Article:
The Geography Program at Hofstra, 1935-2010 percent of U.S. respondents indicated that they had taken geography courses, compared to 30 percent in 1988 (National Geographic Educational Foundation 2002:4). Nevertheless, the 2002 Survey, which looked at the comparative state of U.S. geographic knowledge, placed U.S. as next to last in geographic literacy, just above Mexico.11 The 2006 Survey of young Americans found: ... only 37% of young Americans can find Iraq on a map--though U.S. troops have been there since 2003. Six in 10 young Americans do not speak a foreign language fluently. 20% of young Americans think Sudan is in Asia. (It is the largest country in Africa.) 48% of young Americans believe the majority population in India is Muslim. (It is Hindu--by a landslide.) Half of young Americans cannot find New York on a map.12 The National Geographic thus argued that: These results suggest that young people in the United States--the most recent graduates of our educational system--are unprepared for an increasingly global future. Far too many lack even the most Basic Skills for navigating the international economy or understanding the relationships among people and places that provide critical context for world events.13 Providing a rationale for the 2002 Survey, the National Geographic Educational Foundation makes a very compelling case for the importance of improving U.S. geographic education, arguing: Broad and integrated geographic knowledge is critical to becoming a global citizen, critical to understanding and succeeding in a world which has increasingly taken on an international perspective in key arenas such as business, cultural diversity, resource use, and environmental protection. Children in every nation will need to possess basic geographic skills, such as locating places and understanding the context of current events, in addition to developing a spatial perspective and learning to use geographic tools, such as maps and computerized geographic information systems. This survey was designed to shed light on the competency of respondents on the most basic components of geographic knowledge and skills: the building blocks of geographic literacy. 11 The 2002 Survey polled more than 3,000 18- to 24-year-olds in Canada, France, Germany, Great Britain, Italy, Japan, Mexico, Sweden and the United States. Sweden scored highest; Mexico, lowest. 12 http://www.nationalgeographic.com/roper2006/findings.html. 13 http://www.nationalgeographic.com/roper2006/findings.html. 12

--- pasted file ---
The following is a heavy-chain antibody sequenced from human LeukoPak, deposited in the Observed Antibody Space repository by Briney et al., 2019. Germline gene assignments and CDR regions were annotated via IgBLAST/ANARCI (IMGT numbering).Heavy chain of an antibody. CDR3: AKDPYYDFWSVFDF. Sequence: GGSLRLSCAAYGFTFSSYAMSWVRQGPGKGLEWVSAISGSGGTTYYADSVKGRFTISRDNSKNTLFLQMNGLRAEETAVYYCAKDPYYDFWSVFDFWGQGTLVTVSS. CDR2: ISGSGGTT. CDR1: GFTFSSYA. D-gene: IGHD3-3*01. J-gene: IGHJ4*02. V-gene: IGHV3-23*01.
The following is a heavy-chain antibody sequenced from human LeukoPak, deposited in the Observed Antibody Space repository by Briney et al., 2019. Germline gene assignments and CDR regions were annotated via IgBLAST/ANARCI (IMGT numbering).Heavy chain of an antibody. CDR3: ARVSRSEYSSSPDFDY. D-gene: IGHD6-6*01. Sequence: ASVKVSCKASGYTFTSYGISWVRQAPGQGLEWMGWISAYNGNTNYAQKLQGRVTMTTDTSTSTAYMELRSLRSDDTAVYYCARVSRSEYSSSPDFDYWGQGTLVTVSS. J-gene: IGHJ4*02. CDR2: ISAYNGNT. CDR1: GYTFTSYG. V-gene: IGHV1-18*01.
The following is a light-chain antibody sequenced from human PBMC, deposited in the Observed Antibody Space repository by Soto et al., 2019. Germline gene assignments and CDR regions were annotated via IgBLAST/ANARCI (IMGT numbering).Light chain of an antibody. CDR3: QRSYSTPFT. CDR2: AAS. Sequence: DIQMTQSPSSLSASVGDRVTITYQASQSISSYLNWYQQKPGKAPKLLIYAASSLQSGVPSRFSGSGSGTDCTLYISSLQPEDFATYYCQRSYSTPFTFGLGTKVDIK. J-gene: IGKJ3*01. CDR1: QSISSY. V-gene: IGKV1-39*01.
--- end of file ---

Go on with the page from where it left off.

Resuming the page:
The Geography Program at Hofstra, 1935-2010 Given the issues highlighted above, there has recently been a greater emphasis on geography in K-12 education (see Bednarz and Bednarz 2004). Murphy (2007:129) notes that the outrage that greeted the results of the surveys highlighting the geographical ignorance of American students can help explain heightened official recognition of the discipline, including the U.S. Congress's recognition of a national Geography Awareness Week in 1987. Another measure of the increasing recognition of the importance of geographic education is that in 2000-2001, the College Board added its first Advanced Placement (AP) geography test. Since that time, the number of students taking the annual AP Human Geography test has increased from 3,272 in 2001 to 50,730 in 2009.14 Nationally, the renewed interest in geography is also linked in large measure to the rising importance and usage of Geographic Information Systems (GIS).15 It is fair to say that the growth of GIS from the 1980s provided a very compelling reason for universities to show greater interest in the teaching of geography. As Murphy (2007:133) notes, Any forward-looking institution of higher education can scarcely avoid serious engagement with GIS/GIScience. Not only are employment opportunities for students mushrooming in geotechnologies, but GIS has become so ubiquitous that new arenas of research and practice are opening up with dizzying speed... Reflecting and fuelling the GIS/GIScience boom is a student population that is increasingly drawn to geographic technologies. Many of today's students have grown up in an environment suffused with the products of these technologies. The typical weather report is accompanied by sophisticated map animations of changing weather conditions. Among the more popular dramas on television are CSI shows in which GIS and related forensic technologies are regularly used to solve crimes. Few young people pass up the opportunity to explore the 14 Murphy 2007, p.136 and http://apcentral.collegeboard.com/apc/public/repository/ap09_HumGeoGradeDistributions.pdf. 15 A GIS is a computer system capable of capturing, storing, analyzing, and displaying geographically referenced information; that is, data identified according to location. (http://egsc.usgs.gov/isb/pubs/gis_poster/#what). In simple terms, it is the merging of cartography and database technology, allowing the presentation of various data types linked to location (http://en.wikipedia.org/wiki/Geographic_information_system). For a very good overview of GIS, see, http://www.esri.com/. 13